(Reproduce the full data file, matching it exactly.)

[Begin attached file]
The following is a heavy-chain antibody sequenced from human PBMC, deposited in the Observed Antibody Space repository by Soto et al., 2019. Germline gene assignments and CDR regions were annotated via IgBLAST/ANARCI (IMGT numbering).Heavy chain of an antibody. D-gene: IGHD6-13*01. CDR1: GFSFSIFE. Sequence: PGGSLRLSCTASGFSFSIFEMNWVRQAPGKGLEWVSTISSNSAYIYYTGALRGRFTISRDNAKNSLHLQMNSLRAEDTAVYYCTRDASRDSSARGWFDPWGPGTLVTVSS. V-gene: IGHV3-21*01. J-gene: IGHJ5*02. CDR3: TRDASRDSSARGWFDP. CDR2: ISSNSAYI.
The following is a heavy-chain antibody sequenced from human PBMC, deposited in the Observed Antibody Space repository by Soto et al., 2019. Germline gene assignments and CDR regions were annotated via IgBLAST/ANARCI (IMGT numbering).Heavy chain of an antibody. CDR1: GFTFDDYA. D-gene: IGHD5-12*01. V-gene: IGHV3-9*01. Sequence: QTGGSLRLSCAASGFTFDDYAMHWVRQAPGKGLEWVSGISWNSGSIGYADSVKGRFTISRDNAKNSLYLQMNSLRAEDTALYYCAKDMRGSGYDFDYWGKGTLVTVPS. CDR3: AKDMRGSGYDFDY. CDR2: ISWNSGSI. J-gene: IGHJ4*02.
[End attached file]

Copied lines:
The following is a heavy-chain antibody sequenced from human PBMC, deposited in the Observed Antibody Space repository by Soto et al., 2019. Germline gene assignments and CDR regions were annotated via IgBLAST/ANARCI (IMGT numbering).Heavy chain of an antibody. D-gene: IGHD6-13*01. CDR1: GFSFSIFE. Sequence: PGGSLRLSCTASGFSFSIFEMNWVRQAPGKGLEWVSTISSNSAYIYYTGALRGRFTISRDNAKNSLHLQMNSLRAEDTAVYYCTRDASRDSSARGWFDPWGPGTLVTVSS. V-gene: IGHV3-21*01. J-gene: IGHJ5*02. CDR3: TRDASRDSSARGWFDP. CDR2: ISSNSAYI.
The following is a heavy-chain antibody sequenced from human PBMC, deposited in the Observed Antibody Space repository by Soto et al., 2019. Germline gene assignments and CDR regions were annotated via IgBLAST/ANARCI (IMGT numbering).Heavy chain of an antibody. CDR1: GFTFDDYA. D-gene: IGHD5-12*01. V-gene: IGHV3-9*01. Sequence: QTGGSLRLSCAASGFTFDDYAMHWVRQAPGKGLEWVSGISWNSGSIGYADSVKGRFTISRDNAKNSLYLQMNSLRAEDTALYYCAKDMRGSGYDFDYWGKGTLVTVPS. CDR3: AKDMRGSGYDFDY. CDR2: ISWNSGSI. J-gene: IGHJ4*02.